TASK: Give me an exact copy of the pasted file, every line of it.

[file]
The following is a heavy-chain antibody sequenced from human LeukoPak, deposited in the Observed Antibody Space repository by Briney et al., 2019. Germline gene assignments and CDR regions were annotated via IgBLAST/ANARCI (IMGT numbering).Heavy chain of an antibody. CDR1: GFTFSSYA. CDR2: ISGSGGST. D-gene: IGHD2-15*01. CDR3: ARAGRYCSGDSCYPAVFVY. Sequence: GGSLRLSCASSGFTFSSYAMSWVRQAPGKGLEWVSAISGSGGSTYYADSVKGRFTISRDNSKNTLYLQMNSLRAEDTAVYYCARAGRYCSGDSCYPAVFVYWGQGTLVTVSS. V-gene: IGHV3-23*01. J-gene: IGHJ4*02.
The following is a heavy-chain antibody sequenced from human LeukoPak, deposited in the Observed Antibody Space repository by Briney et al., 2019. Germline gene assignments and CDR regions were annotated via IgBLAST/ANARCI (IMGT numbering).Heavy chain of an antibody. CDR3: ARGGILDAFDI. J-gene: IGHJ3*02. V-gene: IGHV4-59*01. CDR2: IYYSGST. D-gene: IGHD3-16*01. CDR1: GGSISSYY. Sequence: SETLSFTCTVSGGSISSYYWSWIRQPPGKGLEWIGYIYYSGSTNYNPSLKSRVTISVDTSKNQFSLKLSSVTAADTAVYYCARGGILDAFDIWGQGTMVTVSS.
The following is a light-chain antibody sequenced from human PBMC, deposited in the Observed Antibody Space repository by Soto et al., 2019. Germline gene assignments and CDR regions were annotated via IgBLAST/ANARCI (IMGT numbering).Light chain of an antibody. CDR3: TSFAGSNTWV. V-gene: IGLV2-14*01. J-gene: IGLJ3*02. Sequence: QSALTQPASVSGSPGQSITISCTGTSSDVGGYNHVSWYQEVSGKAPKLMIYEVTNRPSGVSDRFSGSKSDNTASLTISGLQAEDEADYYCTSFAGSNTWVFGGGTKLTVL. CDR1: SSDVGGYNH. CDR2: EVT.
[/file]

The following is a heavy-chain antibody sequenced from human LeukoPak, deposited in the Observed Antibody Space repository by Briney et al., 2019. Germline gene assignments and CDR regions were annotated via IgBLAST/ANARCI (IMGT numbering).Heavy chain of an antibody. CDR1: GFTFSSYA. CDR2: ISGSGGST. D-gene: IGHD2-15*01. CDR3: ARAGRYCSGDSCYPAVFVY. Sequence: GGSLRLSCASSGFTFSSYAMSWVRQAPGKGLEWVSAISGSGGSTYYADSVKGRFTISRDNSKNTLYLQMNSLRAEDTAVYYCARAGRYCSGDSCYPAVFVYWGQGTLVTVSS. V-gene: IGHV3-23*01. J-gene: IGHJ4*02.
The following is a heavy-chain antibody sequenced from human LeukoPak, deposited in the Observed Antibody Space repository by Briney et al., 2019. Germline gene assignments and CDR regions were annotated via IgBLAST/ANARCI (IMGT numbering).Heavy chain of an antibody. CDR3: ARGGILDAFDI. J-gene: IGHJ3*02. V-gene: IGHV4-59*01. CDR2: IYYSGST. D-gene: IGHD3-16*01. CDR1: GGSISSYY. Sequence: SETLSFTCTVSGGSISSYYWSWIRQPPGKGLEWIGYIYYSGSTNYNPSLKSRVTISVDTSKNQFSLKLSSVTAADTAVYYCARGGILDAFDIWGQGTMVTVSS.
The following is a light-chain antibody sequenced from human PBMC, deposited in the Observed Antibody Space repository by Soto et al., 2019. Germline gene assignments and CDR regions were annotated via IgBLAST/ANARCI (IMGT numbering).Light chain of an antibody. CDR3: TSFAGSNTWV. V-gene: IGLV2-14*01. J-gene: IGLJ3*02. Sequence: QSALTQPASVSGSPGQSITISCTGTSSDVGGYNHVSWYQEVSGKAPKLMIYEVTNRPSGVSDRFSGSKSDNTASLTISGLQAEDEADYYCTSFAGSNTWVFGGGTKLTVL. CDR1: SSDVGGYNH. CDR2: EVT.